Warning: Beware of scam IRS letters promising unclaimed tax refunds

Breathe calmly and don’t panic if you receive a cardboard envelope with an IRS letter offering to help you get a tax refund this summer.

The letterhead resembles that of the IRS. However, the government will not send you any specific correspondence in relation to your unclaimed refund.

Safeguarding Yourself Against Tax Refund Scams

Unclaimed refunds might amount to hundreds of dollars for certain people. There has been no correspondence requesting vital details from you.

The latest scam letter goes to the extreme of asking for photocopies of your driver’s license. Such information is used by identity thieves to commit fraud, such as applying for new credit cards in your name or filing a fraudulent tax return in order to take your refund.

The data on your driver’s license includes personal details like your date of birth and address of residence. Awkwardly written terminology, like the directions for how to provide a picture of that driver’s license, is a red sign in many frauds, including this one.

Read Also: Urgent Deadline: Claim Your IRS Refund of $900 or More for 2019!

Filing Tax Return for Unclaimed Refund

If you receive a cardboard envelope in the mail this summer and the letter inside claims the Internal Revenue Service is reaching out to assist you in obtaining a tax refund, take a deep breath and don’t panic.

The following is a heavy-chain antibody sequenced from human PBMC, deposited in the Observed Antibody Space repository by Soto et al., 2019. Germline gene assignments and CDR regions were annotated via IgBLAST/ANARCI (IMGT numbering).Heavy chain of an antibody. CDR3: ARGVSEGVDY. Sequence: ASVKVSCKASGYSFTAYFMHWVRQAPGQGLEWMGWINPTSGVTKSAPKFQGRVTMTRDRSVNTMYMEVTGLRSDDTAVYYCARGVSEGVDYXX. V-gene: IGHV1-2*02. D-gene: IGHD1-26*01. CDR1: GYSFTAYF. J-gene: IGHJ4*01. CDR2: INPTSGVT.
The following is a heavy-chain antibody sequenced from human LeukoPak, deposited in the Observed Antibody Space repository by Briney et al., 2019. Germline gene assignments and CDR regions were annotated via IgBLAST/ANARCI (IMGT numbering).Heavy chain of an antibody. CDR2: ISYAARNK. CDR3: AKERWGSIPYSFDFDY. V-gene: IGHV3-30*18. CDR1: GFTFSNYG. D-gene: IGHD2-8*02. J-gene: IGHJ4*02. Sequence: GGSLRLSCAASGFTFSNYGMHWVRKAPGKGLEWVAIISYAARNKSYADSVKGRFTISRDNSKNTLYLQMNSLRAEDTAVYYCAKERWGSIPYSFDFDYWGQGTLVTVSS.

Another red flag is that the letter states that the tax refund date is October 17. However, the Internal Revenue Service reminds us that the actual due date for 2022 tax extensions is October 16th.

There are over $1.5 billion in unclaimed tax returns from the 2018 tax year, and nearly 1.5 million people throughout the country are paying attention to a real July 17 deadline.

You have until July 17 to file your federal income tax return for 2018, regardless of whether or not you expect a refund. Of course, you won’t be receiving any urgent mail from us.

The Internal Revenue Service estimates that many low and moderate-income workers who failed to submit a 2019 return could have received up to $6,557 in credit had they claimed the Earned Income Tax Credit based on their income in that year.

Read Also: Delayed Grocery Rebate payment? Here’s what could Be causing the hold-up


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